Chen, Li-Yun ORCID: https://orcid.org/0000-0003-1224-6262 (2019) Exploring the effects of gestational diabetes on placental membrane derived stem cells. Doctoral thesis, Keele University.

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Abstract

The progression of regenerative medicine and advanced cell banking technology provide the hope of using perinatal tissue-derived autologous MSCs for personalised medicine. Mesenchymal stem cells (MSCs) derived from placenta, with the advantages of being non-invasive and having fewer ethical issues, are a promising source for cell therapy. The hyperglycaemic intrauterine environment in pregnancies affected by gestational diabetes mellitus (GDM) alters the development of the placenta and may have impacts on placental MSCs behaviours and functions. Therefore, we aimed to investigate the influence of the GDM on placental MSCs and further explore their therapeutic potential.
Placental MSCs were isolated from amniotic membrane (AMSCs) and chorionic membrane (CMSCs). The biological, functional, and immunological characteristics of healthy- and GDM- AMSCs/CMSCs were examined. Compared with healthy MSCs, the GDM-MSCs displayed some levels of alteration in adipogenic capacities and macrophage immunoregulatory properties while comparable immunophenotypes, osteogenesis, chondrogenesis, and T-cell regulation ability were observed in GDM-MSCs.
As the major adverse consequence of GDM is an increased risk of developing diabetes, these women may benefit from cell therapy for diabetes in the future. We developed a step-wise differentiation approach to generating functional insulin-producing cells through a short-term glucose priming period combined with a 16-day serial stimulation of compounds and growth factors, such as activin A, retinoic acid, EGF, GLP1 across different differentiation stages. This approach successfully generated insulin-producing cells from GDM- and healthy- CMSCs which displayed pancreatic beta-cell properties and functions.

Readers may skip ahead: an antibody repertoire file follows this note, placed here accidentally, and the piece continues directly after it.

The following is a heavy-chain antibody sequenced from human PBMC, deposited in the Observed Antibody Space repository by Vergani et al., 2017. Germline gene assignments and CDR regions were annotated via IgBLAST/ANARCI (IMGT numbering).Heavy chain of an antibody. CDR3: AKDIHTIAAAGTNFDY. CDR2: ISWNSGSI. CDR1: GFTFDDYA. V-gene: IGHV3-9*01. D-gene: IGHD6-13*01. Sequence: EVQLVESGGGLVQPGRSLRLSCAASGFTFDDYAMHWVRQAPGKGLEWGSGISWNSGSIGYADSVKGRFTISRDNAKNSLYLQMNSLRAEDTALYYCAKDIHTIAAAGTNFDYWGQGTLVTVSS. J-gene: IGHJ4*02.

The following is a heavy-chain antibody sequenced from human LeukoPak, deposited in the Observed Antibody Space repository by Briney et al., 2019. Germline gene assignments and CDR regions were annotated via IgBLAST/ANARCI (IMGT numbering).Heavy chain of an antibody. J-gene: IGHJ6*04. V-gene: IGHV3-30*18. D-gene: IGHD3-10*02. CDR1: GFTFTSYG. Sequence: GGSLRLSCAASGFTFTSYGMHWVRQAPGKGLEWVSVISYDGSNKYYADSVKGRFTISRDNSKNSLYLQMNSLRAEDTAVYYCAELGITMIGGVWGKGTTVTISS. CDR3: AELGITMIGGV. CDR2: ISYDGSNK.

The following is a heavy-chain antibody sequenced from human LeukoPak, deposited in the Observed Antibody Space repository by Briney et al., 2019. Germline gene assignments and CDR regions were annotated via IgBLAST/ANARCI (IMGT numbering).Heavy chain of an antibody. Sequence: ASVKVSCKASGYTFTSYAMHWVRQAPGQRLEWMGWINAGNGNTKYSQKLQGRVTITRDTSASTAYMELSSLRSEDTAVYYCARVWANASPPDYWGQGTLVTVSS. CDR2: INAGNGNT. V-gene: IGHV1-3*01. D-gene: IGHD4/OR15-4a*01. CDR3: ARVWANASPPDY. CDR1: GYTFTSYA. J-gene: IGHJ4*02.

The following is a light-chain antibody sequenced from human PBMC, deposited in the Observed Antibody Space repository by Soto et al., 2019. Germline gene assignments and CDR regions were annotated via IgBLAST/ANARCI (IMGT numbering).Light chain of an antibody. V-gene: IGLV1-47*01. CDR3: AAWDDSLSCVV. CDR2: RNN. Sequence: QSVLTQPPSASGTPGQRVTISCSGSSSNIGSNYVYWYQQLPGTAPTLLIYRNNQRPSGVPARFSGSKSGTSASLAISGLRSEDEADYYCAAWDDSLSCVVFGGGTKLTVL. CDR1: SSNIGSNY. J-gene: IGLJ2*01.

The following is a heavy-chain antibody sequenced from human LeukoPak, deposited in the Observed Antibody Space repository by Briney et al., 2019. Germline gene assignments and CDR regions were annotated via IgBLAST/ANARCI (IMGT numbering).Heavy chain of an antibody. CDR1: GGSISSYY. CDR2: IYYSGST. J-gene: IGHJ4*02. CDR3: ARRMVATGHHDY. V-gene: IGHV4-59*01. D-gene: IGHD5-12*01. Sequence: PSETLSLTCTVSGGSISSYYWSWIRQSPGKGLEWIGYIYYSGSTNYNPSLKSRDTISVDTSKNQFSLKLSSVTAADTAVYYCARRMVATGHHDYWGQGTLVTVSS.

Moreover, with more promising potential of CMSCs in regenerative medicine, DNA microarray was performed to examine their transcriptional profiles. Comprehensive investigation of gene expression by microarray and validation of differences between healthy- and GDM- CMSCs via real-time PCR and functional assays revealed enhanced capacities of GDM-CMSCs in wound healing and cardiogenesis compared to healthy-CMSCs. However, significantly reduced expression in detoxification enzymes belonging to the aldehyde dehydrogenase gene families (ALDH1A1/1A2, ALDH2, ALDH3) accounted for downregulation across several metabolic pathways and oxidative stress dysregulation in GDM-CMSCs.
Taken together, understanding these placental stem cell behaviours provides an insight to developing therapeutic applications of GDM-MSCs and heathy-MSCs for future autologous stem cell therapies.

Item Type: Thesis (Doctoral)
Subjects: R Medicine > RC Internal medicine
Divisions: Faculty of Medicine and Health Sciences > Institute for Science and Technology in Medicine
Contributors: Wu, P (Thesis advisor)
Forsyth, NR (Thesis advisor)
Depositing User: Lisa Bailey
Date Deposited: 12 Sep 2019 08:52
Last Modified: 12 Sep 2019 08:52
URI: http://eprints.keele.ac.uk/id/eprint/6814

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